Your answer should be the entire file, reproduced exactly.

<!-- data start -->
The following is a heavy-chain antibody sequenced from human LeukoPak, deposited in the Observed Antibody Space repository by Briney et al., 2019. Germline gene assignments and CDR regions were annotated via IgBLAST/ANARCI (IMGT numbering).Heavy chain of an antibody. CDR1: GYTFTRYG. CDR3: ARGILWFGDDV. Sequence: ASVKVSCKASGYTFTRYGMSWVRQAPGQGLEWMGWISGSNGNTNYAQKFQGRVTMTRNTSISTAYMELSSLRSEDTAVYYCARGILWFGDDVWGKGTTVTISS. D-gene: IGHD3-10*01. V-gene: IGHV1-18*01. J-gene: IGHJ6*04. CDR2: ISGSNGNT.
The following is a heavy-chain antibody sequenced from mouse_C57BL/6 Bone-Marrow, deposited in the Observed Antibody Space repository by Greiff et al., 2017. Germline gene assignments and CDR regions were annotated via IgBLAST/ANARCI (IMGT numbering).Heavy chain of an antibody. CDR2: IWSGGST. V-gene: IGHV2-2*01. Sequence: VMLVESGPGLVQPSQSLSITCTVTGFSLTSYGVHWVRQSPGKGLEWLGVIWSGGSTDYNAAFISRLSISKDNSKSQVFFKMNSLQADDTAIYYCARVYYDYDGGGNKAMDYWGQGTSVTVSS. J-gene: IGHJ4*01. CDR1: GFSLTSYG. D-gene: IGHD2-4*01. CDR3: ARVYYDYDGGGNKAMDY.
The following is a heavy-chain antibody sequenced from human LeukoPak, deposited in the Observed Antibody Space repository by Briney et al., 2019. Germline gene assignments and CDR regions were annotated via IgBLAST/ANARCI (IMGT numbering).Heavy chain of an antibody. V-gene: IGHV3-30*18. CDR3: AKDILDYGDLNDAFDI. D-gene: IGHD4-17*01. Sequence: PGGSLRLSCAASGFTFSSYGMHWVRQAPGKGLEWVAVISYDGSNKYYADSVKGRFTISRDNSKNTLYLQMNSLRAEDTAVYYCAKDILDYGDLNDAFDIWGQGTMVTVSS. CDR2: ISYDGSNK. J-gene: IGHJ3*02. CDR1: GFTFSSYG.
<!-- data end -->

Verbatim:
The following is a heavy-chain antibody sequenced from human LeukoPak, deposited in the Observed Antibody Space repository by Briney et al., 2019. Germline gene assignments and CDR regions were annotated via IgBLAST/ANARCI (IMGT numbering).Heavy chain of an antibody. CDR1: GYTFTRYG. CDR3: ARGILWFGDDV. Sequence: ASVKVSCKASGYTFTRYGMSWVRQAPGQGLEWMGWISGSNGNTNYAQKFQGRVTMTRNTSISTAYMELSSLRSEDTAVYYCARGILWFGDDVWGKGTTVTISS. D-gene: IGHD3-10*01. V-gene: IGHV1-18*01. J-gene: IGHJ6*04. CDR2: ISGSNGNT.
The following is a heavy-chain antibody sequenced from mouse_C57BL/6 Bone-Marrow, deposited in the Observed Antibody Space repository by Greiff et al., 2017. Germline gene assignments and CDR regions were annotated via IgBLAST/ANARCI (IMGT numbering).Heavy chain of an antibody. CDR2: IWSGGST. V-gene: IGHV2-2*01. Sequence: VMLVESGPGLVQPSQSLSITCTVTGFSLTSYGVHWVRQSPGKGLEWLGVIWSGGSTDYNAAFISRLSISKDNSKSQVFFKMNSLQADDTAIYYCARVYYDYDGGGNKAMDYWGQGTSVTVSS. J-gene: IGHJ4*01. CDR1: GFSLTSYG. D-gene: IGHD2-4*01. CDR3: ARVYYDYDGGGNKAMDY.
The following is a heavy-chain antibody sequenced from human LeukoPak, deposited in the Observed Antibody Space repository by Briney et al., 2019. Germline gene assignments and CDR regions were annotated via IgBLAST/ANARCI (IMGT numbering).Heavy chain of an antibody. V-gene: IGHV3-30*18. CDR3: AKDILDYGDLNDAFDI. D-gene: IGHD4-17*01. Sequence: PGGSLRLSCAASGFTFSSYGMHWVRQAPGKGLEWVAVISYDGSNKYYADSVKGRFTISRDNSKNTLYLQMNSLRAEDTAVYYCAKDILDYGDLNDAFDIWGQGTMVTVSS. CDR2: ISYDGSNK. J-gene: IGHJ3*02. CDR1: GFTFSSYG.